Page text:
# Negative logarithm: spacing

The equation $\max - \log x$ renders in a weird way:

The minus is a unary operator (i.e. it means "negative logarithm", and not "the difference between max and log"). So I would expect that it would be closer to "log". That happens for $-b$ as opposed to $a-b$:

Is there a better way than $-\log x$ to write the negative logarithm?

• I'd use \max(-\log x) Jun 3, 2018 at 19:50
• What if I don't want to write the parentheses? I'm concerned about the spacing in $\max -\log x$ as opposed to $\max -b$.
– root
Jun 3, 2018 at 19:54
• I consider very ambiguous even \max\log x, because there's no binding of the variable. I can suggest \max-{\log x}, Jun 3, 2018 at 19:59
• It's actually \max\{\log x:x>0\} (or whatever interval you compute the maximum over. Jun 3, 2018 at 20:02
• What about \max{}-\log x? I dislike, but... Jun 3, 2018 at 20:04

As @egreg pointed out in the comments, to avoid ambiguity a pair of parentheses is recommended. Or maybe you could try $\max_{x\ge2} -{\log x}$ instead of the full expression $\max\{ \, -{\log x} : x\ge2 \, \}$.

You mentioned you wanted a unary negation, so you have to use $-{\log x}$, and even $-\log x$ is incorrect.

In the $-\log x$ example, \log is of class \mathop, and the minus sign (which is not a binary operation here) will be rendered as an ordinary object (class \mathord - see this answer to learn about math classes). And so a thin space \, is added between them (because a thin space is always inserted between \mathord and \mathop - see this answer - think $\sin x\cos x$ for example).

Therefore, to truly get unary negation, you must make sure whatever you are negating is itself an ordinary object. This can be done by simply enclosing \log x within a pair of {}. Same idea applies to $-{\sin x}$, $\tan x = {\sin x}/{\cos x}$, etc.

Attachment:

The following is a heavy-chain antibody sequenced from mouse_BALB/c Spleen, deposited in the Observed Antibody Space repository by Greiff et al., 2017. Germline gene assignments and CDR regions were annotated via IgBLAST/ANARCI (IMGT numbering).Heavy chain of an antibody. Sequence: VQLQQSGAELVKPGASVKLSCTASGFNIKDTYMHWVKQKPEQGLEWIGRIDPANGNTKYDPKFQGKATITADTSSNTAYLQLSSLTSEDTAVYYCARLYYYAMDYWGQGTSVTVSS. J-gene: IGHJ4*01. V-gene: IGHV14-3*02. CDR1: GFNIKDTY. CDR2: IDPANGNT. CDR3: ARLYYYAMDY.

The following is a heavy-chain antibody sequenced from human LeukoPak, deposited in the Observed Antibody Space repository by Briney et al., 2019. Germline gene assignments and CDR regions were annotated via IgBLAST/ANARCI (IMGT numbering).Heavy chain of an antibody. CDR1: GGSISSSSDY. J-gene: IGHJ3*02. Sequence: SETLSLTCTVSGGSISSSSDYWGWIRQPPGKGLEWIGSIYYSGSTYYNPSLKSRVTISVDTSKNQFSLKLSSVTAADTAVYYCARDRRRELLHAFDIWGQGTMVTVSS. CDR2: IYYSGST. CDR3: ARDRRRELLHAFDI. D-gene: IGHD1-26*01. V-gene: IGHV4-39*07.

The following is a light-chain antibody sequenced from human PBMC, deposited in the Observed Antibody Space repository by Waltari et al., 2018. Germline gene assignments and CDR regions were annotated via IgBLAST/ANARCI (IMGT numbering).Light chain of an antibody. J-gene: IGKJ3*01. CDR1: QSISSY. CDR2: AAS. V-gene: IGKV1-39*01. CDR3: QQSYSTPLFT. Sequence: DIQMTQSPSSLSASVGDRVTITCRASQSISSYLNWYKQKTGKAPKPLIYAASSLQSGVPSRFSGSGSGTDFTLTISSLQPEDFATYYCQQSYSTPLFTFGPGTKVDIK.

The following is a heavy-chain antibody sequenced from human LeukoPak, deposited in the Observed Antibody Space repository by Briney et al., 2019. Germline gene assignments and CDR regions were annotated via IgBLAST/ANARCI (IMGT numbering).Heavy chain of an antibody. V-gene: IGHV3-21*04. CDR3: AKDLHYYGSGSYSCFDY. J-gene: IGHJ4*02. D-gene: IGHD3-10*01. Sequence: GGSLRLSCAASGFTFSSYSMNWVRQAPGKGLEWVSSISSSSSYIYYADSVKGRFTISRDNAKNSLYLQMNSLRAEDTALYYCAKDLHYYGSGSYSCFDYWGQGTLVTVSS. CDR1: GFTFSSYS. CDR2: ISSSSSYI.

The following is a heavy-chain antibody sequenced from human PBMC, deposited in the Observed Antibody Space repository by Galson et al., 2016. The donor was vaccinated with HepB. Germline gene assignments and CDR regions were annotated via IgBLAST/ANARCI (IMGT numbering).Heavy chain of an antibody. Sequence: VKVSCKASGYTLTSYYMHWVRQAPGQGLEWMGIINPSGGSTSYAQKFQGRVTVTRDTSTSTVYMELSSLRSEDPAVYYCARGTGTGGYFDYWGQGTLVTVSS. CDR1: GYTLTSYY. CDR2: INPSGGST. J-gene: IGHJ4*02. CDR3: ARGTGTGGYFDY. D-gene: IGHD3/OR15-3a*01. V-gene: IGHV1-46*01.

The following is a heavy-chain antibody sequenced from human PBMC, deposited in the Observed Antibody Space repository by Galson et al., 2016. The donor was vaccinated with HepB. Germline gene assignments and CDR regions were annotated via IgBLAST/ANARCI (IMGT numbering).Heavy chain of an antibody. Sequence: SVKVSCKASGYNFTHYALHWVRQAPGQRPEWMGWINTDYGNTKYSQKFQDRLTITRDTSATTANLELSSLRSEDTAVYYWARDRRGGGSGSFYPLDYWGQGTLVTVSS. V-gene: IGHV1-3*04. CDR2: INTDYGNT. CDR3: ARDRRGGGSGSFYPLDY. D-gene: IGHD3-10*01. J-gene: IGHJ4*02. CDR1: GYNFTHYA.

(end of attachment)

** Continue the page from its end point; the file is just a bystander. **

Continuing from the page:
• Thanks! What's ambiguous about $\max\log x$ without parentheses, what else can it mean apart from $\max(\log x)$? Why does $-\log$ create an "impossible" combination, where is it explained that $- cannot be followed by a \mathop? – root Jun 3, 2018 at 22:55 • @root A - in math mode is classified as \mathbin by default. “Impossible” means “it is impossible to start math mode with a \mathbin”, hence the \mathord adjustment. A \mathop can follow a \mathord—see my mentioned example. You can check this answer to learn about math classes, and this answer for the spacing rules. Jun 3, 2018 at 23:38 • @root done! :) Aug 5, 2019 at 17:04 • Thanks :) In the $-\log x$ example and the $\max-\log x$ example – root Aug 5, 2019 at 21:22 • @root not quite. In $\max-\log x\$, the minus sign is a perfectly normal binary, the atoms in this math list are mathop mathbin mathop mathord. Aug 6, 2019 at 23:50

A double pair of braces will do the trick. However, I also prefer to add a pair of parentheses:

\documentclas{article}

\usepackage[utf8]{inputenc}
\usepackage[T1]{fontenc}
\usepackage{mathtools}

\begin{document}

\begin{align*}
& \smashoperator{\max_{1 < x < \mathrm e}}{-}{\log x}\\
& \smashoperator{\max_{1 < x < \mathrm e}} ({-}{\log x})
\end{align*}%

\end{document}